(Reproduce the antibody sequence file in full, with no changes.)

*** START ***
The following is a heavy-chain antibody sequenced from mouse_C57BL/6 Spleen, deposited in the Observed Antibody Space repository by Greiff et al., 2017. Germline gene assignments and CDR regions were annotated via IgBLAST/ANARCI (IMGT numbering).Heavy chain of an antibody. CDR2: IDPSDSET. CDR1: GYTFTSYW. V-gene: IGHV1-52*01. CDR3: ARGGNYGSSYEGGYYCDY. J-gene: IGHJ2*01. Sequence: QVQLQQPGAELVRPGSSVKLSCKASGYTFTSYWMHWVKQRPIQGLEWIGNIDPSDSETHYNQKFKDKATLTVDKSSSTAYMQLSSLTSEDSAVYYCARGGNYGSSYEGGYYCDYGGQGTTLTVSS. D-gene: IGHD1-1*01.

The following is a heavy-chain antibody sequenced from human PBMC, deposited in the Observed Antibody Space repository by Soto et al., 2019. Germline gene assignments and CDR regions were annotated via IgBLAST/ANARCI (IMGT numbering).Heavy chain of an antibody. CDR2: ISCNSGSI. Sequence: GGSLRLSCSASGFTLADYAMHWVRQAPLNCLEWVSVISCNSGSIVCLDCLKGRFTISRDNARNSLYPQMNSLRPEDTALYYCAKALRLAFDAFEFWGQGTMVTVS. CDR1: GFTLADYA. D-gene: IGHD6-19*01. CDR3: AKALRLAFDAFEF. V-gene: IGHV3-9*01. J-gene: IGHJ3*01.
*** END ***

The following is a heavy-chain antibody sequenced from mouse_C57BL/6 Spleen, deposited in the Observed Antibody Space repository by Greiff et al., 2017. Germline gene assignments and CDR regions were annotated via IgBLAST/ANARCI (IMGT numbering).Heavy chain of an antibody. CDR2: IDPSDSET. CDR1: GYTFTSYW. V-gene: IGHV1-52*01. CDR3: ARGGNYGSSYEGGYYCDY. J-gene: IGHJ2*01. Sequence: QVQLQQPGAELVRPGSSVKLSCKASGYTFTSYWMHWVKQRPIQGLEWIGNIDPSDSETHYNQKFKDKATLTVDKSSSTAYMQLSSLTSEDSAVYYCARGGNYGSSYEGGYYCDYGGQGTTLTVSS. D-gene: IGHD1-1*01.

The following is a heavy-chain antibody sequenced from human PBMC, deposited in the Observed Antibody Space repository by Soto et al., 2019. Germline gene assignments and CDR regions were annotated via IgBLAST/ANARCI (IMGT numbering).Heavy chain of an antibody. CDR2: ISCNSGSI. Sequence: GGSLRLSCSASGFTLADYAMHWVRQAPLNCLEWVSVISCNSGSIVCLDCLKGRFTISRDNARNSLYPQMNSLRPEDTALYYCAKALRLAFDAFEFWGQGTMVTVS. CDR1: GFTLADYA. D-gene: IGHD6-19*01. CDR3: AKALRLAFDAFEF. V-gene: IGHV3-9*01. J-gene: IGHJ3*01.